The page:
The serious business of adult life is often learned through playtime. Children’s games, though seemingly innocent and fun, can have a darker side. Consider the origins of many familiar nursery rhymes. Many of the rules of behavior, including the establishment of a societal pecking order, can be passed down in games.
On the lighter side, we almost universally share fun memories of similar childhood games — chasing, hiding, seeking and tagging. Games can teach us the process of learning, and help us to remember through singing and playing.
This week, writers responded with different insights to the June 17, 2015 prompt: In 99 words (no more, no less) write a story that involves a children’s game or rhyme.
A Game of Marco Polo by Ula Humienik
“Not fair. This pool is too small for a game of Marco Polo.”
“It is not. You’re just a sore loser.”
“Mom, Sandy’s not playing nice again.”
“That’s not true. Take it back.” Sandy reached for Teri’s wrist and grabbed really hard.
“You’re hurting me. Mom. Mom, Sandy’s hurting me.”
“Why isn’t mom answering?”
“I don’t know. She’s probably reading her lady magazines.”
“Mom. Mom. MOM!” Teri rushed out the pool and ran inside. Sandy followed her.
“Mom. Mom! Mom?”
“Quick. Call 911.”
Sight by Paula Moyer
For someone as nearsighted as Jean, swimming in a pool, without contacts or glasses, was a lot like “pin the tail on the donkey.” While her dad, the World War II pilot, had the eagle coveted acuity of 20/15, Jean’s chart said she could see “hand motion” at 20 feet.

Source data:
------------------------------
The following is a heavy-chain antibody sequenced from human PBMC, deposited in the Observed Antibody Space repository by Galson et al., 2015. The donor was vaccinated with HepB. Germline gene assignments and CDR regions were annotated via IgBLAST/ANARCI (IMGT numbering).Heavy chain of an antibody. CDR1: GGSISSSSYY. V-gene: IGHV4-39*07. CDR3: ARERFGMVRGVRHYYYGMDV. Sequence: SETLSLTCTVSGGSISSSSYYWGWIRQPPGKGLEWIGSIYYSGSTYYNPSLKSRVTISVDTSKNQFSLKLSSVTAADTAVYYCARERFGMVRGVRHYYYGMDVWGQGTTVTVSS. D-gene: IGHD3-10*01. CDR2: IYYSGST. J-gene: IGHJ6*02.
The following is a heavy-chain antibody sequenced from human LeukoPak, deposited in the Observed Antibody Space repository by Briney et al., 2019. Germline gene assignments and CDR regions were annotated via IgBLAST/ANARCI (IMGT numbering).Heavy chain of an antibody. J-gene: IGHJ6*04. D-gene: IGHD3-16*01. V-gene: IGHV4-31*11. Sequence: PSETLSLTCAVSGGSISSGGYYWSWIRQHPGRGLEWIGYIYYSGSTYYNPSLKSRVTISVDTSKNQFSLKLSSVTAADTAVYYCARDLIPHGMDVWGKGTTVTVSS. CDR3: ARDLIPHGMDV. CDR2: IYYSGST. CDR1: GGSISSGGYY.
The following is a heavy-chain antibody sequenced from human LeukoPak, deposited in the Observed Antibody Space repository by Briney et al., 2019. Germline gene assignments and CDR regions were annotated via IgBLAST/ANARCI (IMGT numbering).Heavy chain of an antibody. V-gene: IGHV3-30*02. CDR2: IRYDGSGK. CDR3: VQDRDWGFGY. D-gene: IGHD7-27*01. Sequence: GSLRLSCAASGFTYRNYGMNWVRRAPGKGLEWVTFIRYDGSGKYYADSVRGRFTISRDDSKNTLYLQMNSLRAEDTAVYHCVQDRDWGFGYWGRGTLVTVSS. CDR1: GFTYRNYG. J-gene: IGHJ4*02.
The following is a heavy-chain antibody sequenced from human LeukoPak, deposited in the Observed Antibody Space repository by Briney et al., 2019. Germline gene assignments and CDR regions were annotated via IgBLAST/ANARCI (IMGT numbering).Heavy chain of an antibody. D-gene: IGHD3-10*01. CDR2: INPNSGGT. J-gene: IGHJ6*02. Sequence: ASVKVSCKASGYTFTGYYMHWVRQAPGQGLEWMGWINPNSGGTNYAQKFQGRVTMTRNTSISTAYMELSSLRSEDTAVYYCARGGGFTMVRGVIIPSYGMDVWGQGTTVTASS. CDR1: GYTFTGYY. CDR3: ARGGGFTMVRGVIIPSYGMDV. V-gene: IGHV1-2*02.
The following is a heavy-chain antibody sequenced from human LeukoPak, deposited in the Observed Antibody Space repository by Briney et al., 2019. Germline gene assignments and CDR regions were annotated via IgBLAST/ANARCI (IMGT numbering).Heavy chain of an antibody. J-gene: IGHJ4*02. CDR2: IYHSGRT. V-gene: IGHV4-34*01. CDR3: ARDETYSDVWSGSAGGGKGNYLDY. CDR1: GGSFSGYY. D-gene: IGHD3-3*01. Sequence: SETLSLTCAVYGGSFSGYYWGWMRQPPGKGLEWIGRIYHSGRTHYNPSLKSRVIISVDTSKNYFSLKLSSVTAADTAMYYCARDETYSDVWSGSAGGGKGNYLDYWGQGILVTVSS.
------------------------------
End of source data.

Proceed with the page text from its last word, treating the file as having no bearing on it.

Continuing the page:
Then the optometrist suggested prescription swim goggles. They were especially made for her strength, and they arrived a week after ordering.
She stepped into the pool and applied her goggles. It was like removing the blind. She could see things: The clock on the wall. Lane markers. Other swimmers.
A Real Keeper by Charli Barli Mills
Gus drew a circle in the dirt, then a starting line in the middle. The boys set down their clays. The new girl, Dina, added two green porcelains. Gus drew a deep breath. A girl with marbles? He wiped his palms and knelt with his blue slag shooter. Before the teacher pulled the bell rope, Dina added the boys’ marbles to her bag.
Gus walked beside her. “Can I see your shooter?”
Swirls of amber, a real keeper. So he’d think years later as they exchanged vows, and he smiled into her eyes as pretty as her taw.
School Policy by Pete Fanning
Taj sat perched at the edge of his seat.
“Taj, pushing and shoving violate our anti-bullying policy. And running—”
The door cracked open. Taj’s eyes dropped to his feet as his mother entered. A slight tuna smell clung to her uniform.
“Sorry,” she panted, her accent heavy with her breaths. “I ran right over. Had to push my way through a mob on Seventh.”
The principal grimaced. “I see…uh..”
“What did you do?” she snapped at her son.
“Well, Taj organized a game of musical chairs at lunch.”
Mrs. Sallio’s scowl turned upwards. “Did you win?”